You may have been requested for Notice to Reader financial statements if you have ever applied for a loan from the bank or sought investors for your business.
Financial statements marked “Notice to Reader” (NTR) are required for a variety of transactions that may have implications on a company’s bottom line. A Notice to Reader financial statement may be required when reporting annual financials to shareholders, seeking new investors, or applying for a bank loan.
If you’re a business owner, how can you make the most of the information provided in a Notice to Reader? A Chartered Public Accountant (CPA) can advise you on the financial report format that is most appropriate for your business.
You may be wondering, what is a Notice to Reader? Notice to Reader Report is a sort of business financial statement that may also be referred to as a Compilation Engagement or a Compilation Report. It is an accounting team’s compilation of financial statements provided by management.
To emphasize, a Notice to Reader financial statement does not guarantee the accuracy of the financial accounts. For those who is a stakeholder of the business, such as shareholders, investors, directors, and the general public, this practice can help establish the company’s credibility. Review Engagement or Audited Review financial statements are the best option for a company looking for in-depth financial reporting.
A business financial statement generated in-house by an uncertified bookkeeper using accounting software is unlikely to be as accurate as one generated from a Notice to Reader report. It is expected that a Chartered Accountant will adhere to the highest standards while writing a Notice to Reader report.
Why Should Financial Statements Include a Notice to the Reader?
In a variety of contexts, the financial statements from NTR can provide credibility or satisfy requirements.
Ownership information is reported annually
An NTR may be written voluntarily by a company’s owners or shareholders for their personal records or to include in the corporate minutes binder, even if doing so is not mandated by law.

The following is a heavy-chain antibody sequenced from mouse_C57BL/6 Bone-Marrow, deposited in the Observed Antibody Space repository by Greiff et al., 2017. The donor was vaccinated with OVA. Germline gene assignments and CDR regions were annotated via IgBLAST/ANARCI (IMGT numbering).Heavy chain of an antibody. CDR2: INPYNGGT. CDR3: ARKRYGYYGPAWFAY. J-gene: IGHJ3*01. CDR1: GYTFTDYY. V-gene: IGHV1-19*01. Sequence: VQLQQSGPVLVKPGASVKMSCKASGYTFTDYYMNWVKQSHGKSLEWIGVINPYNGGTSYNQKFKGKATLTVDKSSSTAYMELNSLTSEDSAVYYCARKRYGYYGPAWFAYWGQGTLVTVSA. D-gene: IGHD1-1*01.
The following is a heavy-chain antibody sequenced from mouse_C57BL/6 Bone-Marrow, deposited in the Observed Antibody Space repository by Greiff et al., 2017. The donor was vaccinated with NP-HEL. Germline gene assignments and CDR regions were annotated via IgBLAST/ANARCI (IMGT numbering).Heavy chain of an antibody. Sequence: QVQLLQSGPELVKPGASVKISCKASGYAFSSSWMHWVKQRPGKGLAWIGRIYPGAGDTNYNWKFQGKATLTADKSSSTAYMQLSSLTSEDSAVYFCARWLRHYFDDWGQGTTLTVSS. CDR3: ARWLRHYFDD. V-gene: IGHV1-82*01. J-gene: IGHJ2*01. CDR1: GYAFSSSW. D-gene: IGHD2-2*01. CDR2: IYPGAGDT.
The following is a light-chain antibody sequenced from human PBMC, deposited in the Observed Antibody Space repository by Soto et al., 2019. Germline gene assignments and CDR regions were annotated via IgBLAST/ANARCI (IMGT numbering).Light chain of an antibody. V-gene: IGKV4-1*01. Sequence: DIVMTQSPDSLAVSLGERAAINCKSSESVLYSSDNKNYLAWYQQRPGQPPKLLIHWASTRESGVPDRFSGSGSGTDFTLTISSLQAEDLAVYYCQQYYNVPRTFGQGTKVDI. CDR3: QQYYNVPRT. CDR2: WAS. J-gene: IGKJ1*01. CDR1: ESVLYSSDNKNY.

Borrowing from banks and other creditors
When a lender is deciding whether or not to extend credit to a business, financial institutions frequently request a statement of net tangible assets (NTR).
Investors While most corporate investors would need reviewed or audited financial statements, investors in startups and smaller enterprises may be satisfied with a Notice to Reader.
Buyers conducting due diligence on a business purchase will want to review NTR financial statements going back at least three to five years. Financial statements may be required to be reviewed or audited for larger business deals over $5 million.
Declaration of Income Tax
To avoid overpaying taxes because of underreported income, an accountant can draft a Notice to Reader financial statement in time for your year-end income tax return.
The Process of Preparing a Notice to Reader Financial Statement
In most cases, chartered accountants issue Notice to Reader statements on the last day of a company’s fiscal year (i.e., December 31).
The CPA’s NTR report preparation procedure typically involves the following processes and documents:
Getting the trial balance, which is a compilation of all the transactions in the accounting system
Examination of the business’s financial records for signs of discrepancy or omission
Getting ready to revise journal entries in order to rectify omissions or mistakes in previously recorded financial transactions; this may include accruing expenses, taxes, or depreciation of fixed assets.
Allocating completed journal entries to related account groups
Prepare company tax returns using the Notice to Reader statements
Last minute tax return adjustment recorded in NTR. By distributing the Reader’s Notice, you can alert the proper authorities.